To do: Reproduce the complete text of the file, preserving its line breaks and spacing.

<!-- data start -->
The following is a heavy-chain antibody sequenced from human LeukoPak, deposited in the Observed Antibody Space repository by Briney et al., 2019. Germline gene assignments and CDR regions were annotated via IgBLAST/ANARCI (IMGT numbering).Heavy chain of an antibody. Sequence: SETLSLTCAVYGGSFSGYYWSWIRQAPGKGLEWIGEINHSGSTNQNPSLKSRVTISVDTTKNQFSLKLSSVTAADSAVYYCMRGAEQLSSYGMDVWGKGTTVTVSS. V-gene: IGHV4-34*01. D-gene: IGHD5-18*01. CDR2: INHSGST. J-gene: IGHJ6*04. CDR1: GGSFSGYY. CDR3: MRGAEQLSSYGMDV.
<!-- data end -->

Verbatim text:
The following is a heavy-chain antibody sequenced from human LeukoPak, deposited in the Observed Antibody Space repository by Briney et al., 2019. Germline gene assignments and CDR regions were annotated via IgBLAST/ANARCI (IMGT numbering).Heavy chain of an antibody. Sequence: SETLSLTCAVYGGSFSGYYWSWIRQAPGKGLEWIGEINHSGSTNQNPSLKSRVTISVDTTKNQFSLKLSSVTAADSAVYYCMRGAEQLSSYGMDVWGKGTTVTVSS. V-gene: IGHV4-34*01. D-gene: IGHD5-18*01. CDR2: INHSGST. J-gene: IGHJ6*04. CDR1: GGSFSGYY. CDR3: MRGAEQLSSYGMDV.